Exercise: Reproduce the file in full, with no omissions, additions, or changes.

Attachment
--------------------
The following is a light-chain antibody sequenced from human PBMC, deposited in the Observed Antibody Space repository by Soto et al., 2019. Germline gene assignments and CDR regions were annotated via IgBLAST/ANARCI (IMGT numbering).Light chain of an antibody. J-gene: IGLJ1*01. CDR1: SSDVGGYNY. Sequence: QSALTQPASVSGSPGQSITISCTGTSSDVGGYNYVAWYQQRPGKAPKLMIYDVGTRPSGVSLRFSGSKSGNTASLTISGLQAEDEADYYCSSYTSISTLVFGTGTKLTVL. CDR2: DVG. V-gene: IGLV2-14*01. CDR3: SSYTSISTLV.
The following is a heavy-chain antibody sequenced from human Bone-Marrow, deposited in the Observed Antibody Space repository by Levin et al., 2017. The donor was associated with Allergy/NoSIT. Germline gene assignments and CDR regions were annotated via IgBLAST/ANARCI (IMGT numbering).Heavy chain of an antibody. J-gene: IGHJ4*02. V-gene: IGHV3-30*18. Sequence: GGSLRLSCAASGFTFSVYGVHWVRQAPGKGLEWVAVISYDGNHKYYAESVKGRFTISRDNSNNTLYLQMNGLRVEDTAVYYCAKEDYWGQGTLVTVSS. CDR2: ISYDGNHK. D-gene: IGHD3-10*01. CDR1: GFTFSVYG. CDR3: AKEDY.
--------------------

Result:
The following is a light-chain antibody sequenced from human PBMC, deposited in the Observed Antibody Space repository by Soto et al., 2019. Germline gene assignments and CDR regions were annotated via IgBLAST/ANARCI (IMGT numbering).Light chain of an antibody. J-gene: IGLJ1*01. CDR1: SSDVGGYNY. Sequence: QSALTQPASVSGSPGQSITISCTGTSSDVGGYNYVAWYQQRPGKAPKLMIYDVGTRPSGVSLRFSGSKSGNTASLTISGLQAEDEADYYCSSYTSISTLVFGTGTKLTVL. CDR2: DVG. V-gene: IGLV2-14*01. CDR3: SSYTSISTLV.
The following is a heavy-chain antibody sequenced from human Bone-Marrow, deposited in the Observed Antibody Space repository by Levin et al., 2017. The donor was associated with Allergy/NoSIT. Germline gene assignments and CDR regions were annotated via IgBLAST/ANARCI (IMGT numbering).Heavy chain of an antibody. J-gene: IGHJ4*02. V-gene: IGHV3-30*18. Sequence: GGSLRLSCAASGFTFSVYGVHWVRQAPGKGLEWVAVISYDGNHKYYAESVKGRFTISRDNSNNTLYLQMNGLRVEDTAVYYCAKEDYWGQGTLVTVSS. CDR2: ISYDGNHK. D-gene: IGHD3-10*01. CDR1: GFTFSVYG. CDR3: AKEDY.